Unfortunately, our patients are not. For as long as I have been in this field, it has been clear that EM patients are not considered as worthy of dignified and expeditious care, of comfort and respect, as other kinds of patients. No other specialty or service manages its outpatients in the waiting room. While no one thinks it is good patient care, corridor care is accepted as standard practice in the ED but doing the same thing on inpatient wards has engendered great controversy and pushback. Somehow, the same patient who is treated in their own examination room in the clinic and in a proper bed in a room in a hospital is considered unworthy of that same comfort, privacy and respect if they happen to need evaluation in an ED. Politicians and administrators (without some looming target or financial incentive) seem ready to turn a blind eye to the fact that we see patients in the waiting room and in the corridors, and they wait for 12 or more hours often for a bed in the hospital. And blame for failure to meet targets still tends to focus on the ED, not recognising long ED waits and crowding is a whole hospital problem. Regulatory agencies who are quick to note the slightest irregularity in a patient’s consent form, delays in signing of discharge summaries or failure of a staff member to wash their hands appear resigned to the conditions our patients endure. We worry about disparities in medicine, but somehow this disparity has been historically overlooked.
The origin of this double standard is unclear, but I suspect it goes back to some sense of the lack of legitimacy of EM as a profession—the casual emergency doctor, with her motley intoxicated, non-compliant patients who are using the ED inappropriately. Really, there would be no need for EDs if everyone just went to their doctors and did as they were told. Indeed, as early as 1979, there are articles fretting about the rise in ED visits in the USA, largely attributing the trend to inappropriate use.2 3 Unfortunately, our own well-intentioned efforts to curb the current crowding situation by suggesting patients could be streamed elsewhere so we can handle true emergencies reinforce the impression of an undeserving patienthood.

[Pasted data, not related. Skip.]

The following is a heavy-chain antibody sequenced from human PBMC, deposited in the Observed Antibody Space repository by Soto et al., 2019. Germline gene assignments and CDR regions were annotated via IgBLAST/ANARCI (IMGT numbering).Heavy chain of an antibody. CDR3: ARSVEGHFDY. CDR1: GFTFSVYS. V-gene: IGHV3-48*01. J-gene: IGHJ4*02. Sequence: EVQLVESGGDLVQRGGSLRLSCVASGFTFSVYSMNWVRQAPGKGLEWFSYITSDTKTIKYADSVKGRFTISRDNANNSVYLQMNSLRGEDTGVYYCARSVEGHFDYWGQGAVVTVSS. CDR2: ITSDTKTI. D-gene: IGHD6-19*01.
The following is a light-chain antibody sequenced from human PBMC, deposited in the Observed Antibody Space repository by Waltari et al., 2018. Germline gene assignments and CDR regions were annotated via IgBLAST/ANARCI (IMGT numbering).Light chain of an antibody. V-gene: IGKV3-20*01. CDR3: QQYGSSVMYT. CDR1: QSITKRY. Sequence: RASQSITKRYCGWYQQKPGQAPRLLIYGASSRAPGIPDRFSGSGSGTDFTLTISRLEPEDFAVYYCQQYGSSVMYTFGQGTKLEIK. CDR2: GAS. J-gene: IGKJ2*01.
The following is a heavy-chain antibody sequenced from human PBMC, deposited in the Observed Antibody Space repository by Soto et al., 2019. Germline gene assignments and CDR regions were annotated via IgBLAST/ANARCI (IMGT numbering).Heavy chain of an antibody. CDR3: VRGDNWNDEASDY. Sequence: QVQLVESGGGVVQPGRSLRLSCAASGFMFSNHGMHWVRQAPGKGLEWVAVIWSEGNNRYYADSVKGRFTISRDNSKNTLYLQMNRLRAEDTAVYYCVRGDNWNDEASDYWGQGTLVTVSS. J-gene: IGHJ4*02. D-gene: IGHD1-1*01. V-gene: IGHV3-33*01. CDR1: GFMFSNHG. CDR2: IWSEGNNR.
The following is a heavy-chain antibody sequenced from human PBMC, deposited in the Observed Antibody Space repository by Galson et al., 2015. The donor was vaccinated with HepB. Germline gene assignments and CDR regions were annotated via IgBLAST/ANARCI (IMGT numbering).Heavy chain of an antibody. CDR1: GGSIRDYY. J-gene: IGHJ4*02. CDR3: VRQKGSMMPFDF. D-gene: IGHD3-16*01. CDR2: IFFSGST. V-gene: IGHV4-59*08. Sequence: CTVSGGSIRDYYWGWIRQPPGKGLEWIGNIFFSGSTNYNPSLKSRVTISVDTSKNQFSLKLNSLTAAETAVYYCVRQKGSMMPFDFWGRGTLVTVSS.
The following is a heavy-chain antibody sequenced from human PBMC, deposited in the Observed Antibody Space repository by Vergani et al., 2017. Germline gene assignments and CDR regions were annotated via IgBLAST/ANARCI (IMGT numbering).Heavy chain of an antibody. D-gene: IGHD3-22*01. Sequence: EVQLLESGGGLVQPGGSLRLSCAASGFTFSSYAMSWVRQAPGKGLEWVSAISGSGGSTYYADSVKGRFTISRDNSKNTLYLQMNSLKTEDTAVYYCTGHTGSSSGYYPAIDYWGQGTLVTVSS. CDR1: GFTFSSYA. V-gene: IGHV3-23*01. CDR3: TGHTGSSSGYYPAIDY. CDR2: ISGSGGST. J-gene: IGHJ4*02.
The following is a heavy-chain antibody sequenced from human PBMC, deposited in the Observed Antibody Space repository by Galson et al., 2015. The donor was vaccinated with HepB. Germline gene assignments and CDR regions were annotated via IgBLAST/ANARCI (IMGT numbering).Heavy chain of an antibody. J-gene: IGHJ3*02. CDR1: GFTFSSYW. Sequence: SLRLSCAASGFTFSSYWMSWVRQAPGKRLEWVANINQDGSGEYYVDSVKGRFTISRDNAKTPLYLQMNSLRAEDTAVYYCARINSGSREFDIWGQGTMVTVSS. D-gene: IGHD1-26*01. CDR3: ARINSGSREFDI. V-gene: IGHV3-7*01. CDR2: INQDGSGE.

Emergency patients have always been seen as ‘other’ to those who have not (yet) needed an ED. Yet, so many of the current advances in illnesses that someday most of us will experience rely on the acumen, speed and ability of trained emergency physicians to correctly identify the illness and initiate treatment within a few hours of the event. Those who currently ignore the plight of ED patients may think that crowding is simply a matter of everyone waiting a bit longer to see a physician. But time is muscle and brain and blood. Waiting could mean the difference between a myocardial infarction that leaves you with minimal damage or chronic heart failure, whether your stroke will have devastating consequences, whether your tranexamic acid or antibiotics are given in time. We in EM all know this, but I am not sure that those who wield the power of the purse truly do. And that is because we are good at our jobs and we prioritise the patients who need this time-critical care. But at what cost? And when is the breaking point?
If our departments are crowded, and understaffed, or even perhaps closed, who will be there to diagnose the myocardial infarction and call the cath team or deliver thrombolysis? Will offloading times for ambulances allow us to diagnose the stroke within the appropriate window, or start fluids and antibiotics in sepsis? Who will be the individual who fails to get the care they need in the nick of time?
It is time those outside our specialty understood that emergency patients are not them but ‘us’.
Patient consent for publication
With thanks to Associate Editor Edward Carlton for his thoughtful comments on this editorial.
Handling editor Richard Body
Contributors EJW conceived of, wrote and edited the editorial.
Funding The authors have not declared a specific grant for this research from any funding agency in the public, commercial or not-for-profit sectors.
Competing interests None declared.
Provenance and peer review Not commissioned; internally peer reviewed.